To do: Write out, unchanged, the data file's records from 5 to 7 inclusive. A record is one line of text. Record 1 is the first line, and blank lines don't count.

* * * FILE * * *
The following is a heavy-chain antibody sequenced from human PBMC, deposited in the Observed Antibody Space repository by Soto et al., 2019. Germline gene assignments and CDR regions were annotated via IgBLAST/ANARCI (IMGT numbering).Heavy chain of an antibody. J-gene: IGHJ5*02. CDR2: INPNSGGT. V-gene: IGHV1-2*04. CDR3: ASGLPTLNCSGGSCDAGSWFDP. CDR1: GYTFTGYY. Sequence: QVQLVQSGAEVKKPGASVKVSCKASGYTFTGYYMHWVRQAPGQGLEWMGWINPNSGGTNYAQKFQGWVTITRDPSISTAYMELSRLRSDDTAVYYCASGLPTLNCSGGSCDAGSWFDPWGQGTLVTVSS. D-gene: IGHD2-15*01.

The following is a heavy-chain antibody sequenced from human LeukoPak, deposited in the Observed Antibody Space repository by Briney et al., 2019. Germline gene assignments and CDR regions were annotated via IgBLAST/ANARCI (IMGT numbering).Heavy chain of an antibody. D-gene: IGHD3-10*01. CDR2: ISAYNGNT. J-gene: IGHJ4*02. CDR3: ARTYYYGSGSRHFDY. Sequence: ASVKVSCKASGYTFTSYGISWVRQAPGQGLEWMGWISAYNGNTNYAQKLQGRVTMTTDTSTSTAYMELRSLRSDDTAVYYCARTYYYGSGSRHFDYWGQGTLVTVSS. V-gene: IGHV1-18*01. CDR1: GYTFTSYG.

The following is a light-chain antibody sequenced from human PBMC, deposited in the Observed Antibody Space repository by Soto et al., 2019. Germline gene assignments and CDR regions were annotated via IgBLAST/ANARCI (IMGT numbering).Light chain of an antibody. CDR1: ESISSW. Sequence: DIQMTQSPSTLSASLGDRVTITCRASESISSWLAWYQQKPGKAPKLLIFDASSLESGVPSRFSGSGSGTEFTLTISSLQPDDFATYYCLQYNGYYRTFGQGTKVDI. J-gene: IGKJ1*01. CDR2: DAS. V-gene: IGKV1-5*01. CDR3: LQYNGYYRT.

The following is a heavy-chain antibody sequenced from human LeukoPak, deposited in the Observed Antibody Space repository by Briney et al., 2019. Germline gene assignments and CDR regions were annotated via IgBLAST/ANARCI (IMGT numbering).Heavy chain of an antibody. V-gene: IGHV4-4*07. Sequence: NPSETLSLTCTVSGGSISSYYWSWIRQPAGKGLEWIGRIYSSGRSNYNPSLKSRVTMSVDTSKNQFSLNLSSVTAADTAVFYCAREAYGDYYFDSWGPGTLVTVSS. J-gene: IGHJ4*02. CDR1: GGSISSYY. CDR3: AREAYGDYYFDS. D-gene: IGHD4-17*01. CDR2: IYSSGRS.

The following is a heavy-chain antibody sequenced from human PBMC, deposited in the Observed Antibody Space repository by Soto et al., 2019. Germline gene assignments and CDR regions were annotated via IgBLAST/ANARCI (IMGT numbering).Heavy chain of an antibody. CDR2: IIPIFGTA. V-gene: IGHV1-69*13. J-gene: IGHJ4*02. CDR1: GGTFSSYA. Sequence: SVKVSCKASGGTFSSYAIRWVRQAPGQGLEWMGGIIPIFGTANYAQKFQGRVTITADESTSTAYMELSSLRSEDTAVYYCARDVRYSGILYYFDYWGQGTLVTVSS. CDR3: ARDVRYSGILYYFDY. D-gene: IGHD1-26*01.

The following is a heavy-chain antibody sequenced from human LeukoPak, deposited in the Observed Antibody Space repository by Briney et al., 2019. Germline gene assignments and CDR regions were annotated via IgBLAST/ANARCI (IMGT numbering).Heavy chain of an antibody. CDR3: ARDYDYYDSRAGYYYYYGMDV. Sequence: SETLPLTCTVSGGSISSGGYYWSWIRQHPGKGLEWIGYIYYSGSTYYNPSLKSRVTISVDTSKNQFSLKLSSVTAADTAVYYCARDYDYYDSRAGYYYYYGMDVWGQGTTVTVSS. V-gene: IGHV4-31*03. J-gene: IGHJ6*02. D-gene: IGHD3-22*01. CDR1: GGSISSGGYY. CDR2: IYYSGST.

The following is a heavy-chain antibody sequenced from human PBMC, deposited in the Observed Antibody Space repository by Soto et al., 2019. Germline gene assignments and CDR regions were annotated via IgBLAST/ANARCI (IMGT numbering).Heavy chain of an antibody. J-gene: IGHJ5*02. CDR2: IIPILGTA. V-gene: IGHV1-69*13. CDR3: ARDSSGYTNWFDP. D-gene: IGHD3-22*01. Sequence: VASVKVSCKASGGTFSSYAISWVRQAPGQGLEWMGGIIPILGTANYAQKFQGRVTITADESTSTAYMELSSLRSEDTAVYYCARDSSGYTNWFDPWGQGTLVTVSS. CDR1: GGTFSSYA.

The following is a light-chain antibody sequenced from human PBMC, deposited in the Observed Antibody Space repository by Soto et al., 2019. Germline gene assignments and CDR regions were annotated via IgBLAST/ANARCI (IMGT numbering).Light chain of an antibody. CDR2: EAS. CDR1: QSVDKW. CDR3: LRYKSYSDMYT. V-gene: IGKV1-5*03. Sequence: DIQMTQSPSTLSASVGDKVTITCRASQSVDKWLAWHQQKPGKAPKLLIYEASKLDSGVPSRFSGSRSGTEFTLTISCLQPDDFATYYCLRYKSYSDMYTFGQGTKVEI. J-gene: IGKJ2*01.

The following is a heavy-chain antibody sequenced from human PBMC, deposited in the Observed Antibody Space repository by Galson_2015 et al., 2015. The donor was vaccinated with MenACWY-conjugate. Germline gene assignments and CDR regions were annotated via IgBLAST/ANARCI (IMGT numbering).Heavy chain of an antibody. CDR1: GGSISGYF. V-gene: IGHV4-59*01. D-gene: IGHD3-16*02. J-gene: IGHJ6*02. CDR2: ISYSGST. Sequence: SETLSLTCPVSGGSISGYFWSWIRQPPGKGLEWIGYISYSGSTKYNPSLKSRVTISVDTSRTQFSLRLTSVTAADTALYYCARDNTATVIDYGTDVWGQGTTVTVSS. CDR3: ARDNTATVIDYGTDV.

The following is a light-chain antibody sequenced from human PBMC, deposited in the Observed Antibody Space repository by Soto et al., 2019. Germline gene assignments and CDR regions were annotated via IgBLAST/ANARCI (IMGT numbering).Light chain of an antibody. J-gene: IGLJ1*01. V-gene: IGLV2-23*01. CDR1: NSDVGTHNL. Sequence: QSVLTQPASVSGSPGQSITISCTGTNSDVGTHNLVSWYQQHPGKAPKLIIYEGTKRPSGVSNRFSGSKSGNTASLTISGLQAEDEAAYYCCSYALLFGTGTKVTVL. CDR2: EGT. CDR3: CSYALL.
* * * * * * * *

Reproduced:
The following is a heavy-chain antibody sequenced from human PBMC, deposited in the Observed Antibody Space repository by Soto et al., 2019. Germline gene assignments and CDR regions were annotated via IgBLAST/ANARCI (IMGT numbering).Heavy chain of an antibody. CDR2: IIPIFGTA. V-gene: IGHV1-69*13. J-gene: IGHJ4*02. CDR1: GGTFSSYA. Sequence: SVKVSCKASGGTFSSYAIRWVRQAPGQGLEWMGGIIPIFGTANYAQKFQGRVTITADESTSTAYMELSSLRSEDTAVYYCARDVRYSGILYYFDYWGQGTLVTVSS. CDR3: ARDVRYSGILYYFDY. D-gene: IGHD1-26*01.

The following is a heavy-chain antibody sequenced from human LeukoPak, deposited in the Observed Antibody Space repository by Briney et al., 2019. Germline gene assignments and CDR regions were annotated via IgBLAST/ANARCI (IMGT numbering).Heavy chain of an antibody. CDR3: ARDYDYYDSRAGYYYYYGMDV. Sequence: SETLPLTCTVSGGSISSGGYYWSWIRQHPGKGLEWIGYIYYSGSTYYNPSLKSRVTISVDTSKNQFSLKLSSVTAADTAVYYCARDYDYYDSRAGYYYYYGMDVWGQGTTVTVSS. V-gene: IGHV4-31*03. J-gene: IGHJ6*02. D-gene: IGHD3-22*01. CDR1: GGSISSGGYY. CDR2: IYYSGST.

The following is a heavy-chain antibody sequenced from human PBMC, deposited in the Observed Antibody Space repository by Soto et al., 2019. Germline gene assignments and CDR regions were annotated via IgBLAST/ANARCI (IMGT numbering).Heavy chain of an antibody. J-gene: IGHJ5*02. CDR2: IIPILGTA. V-gene: IGHV1-69*13. CDR3: ARDSSGYTNWFDP. D-gene: IGHD3-22*01. Sequence: VASVKVSCKASGGTFSSYAISWVRQAPGQGLEWMGGIIPILGTANYAQKFQGRVTITADESTSTAYMELSSLRSEDTAVYYCARDSSGYTNWFDPWGQGTLVTVSS. CDR1: GGTFSSYA.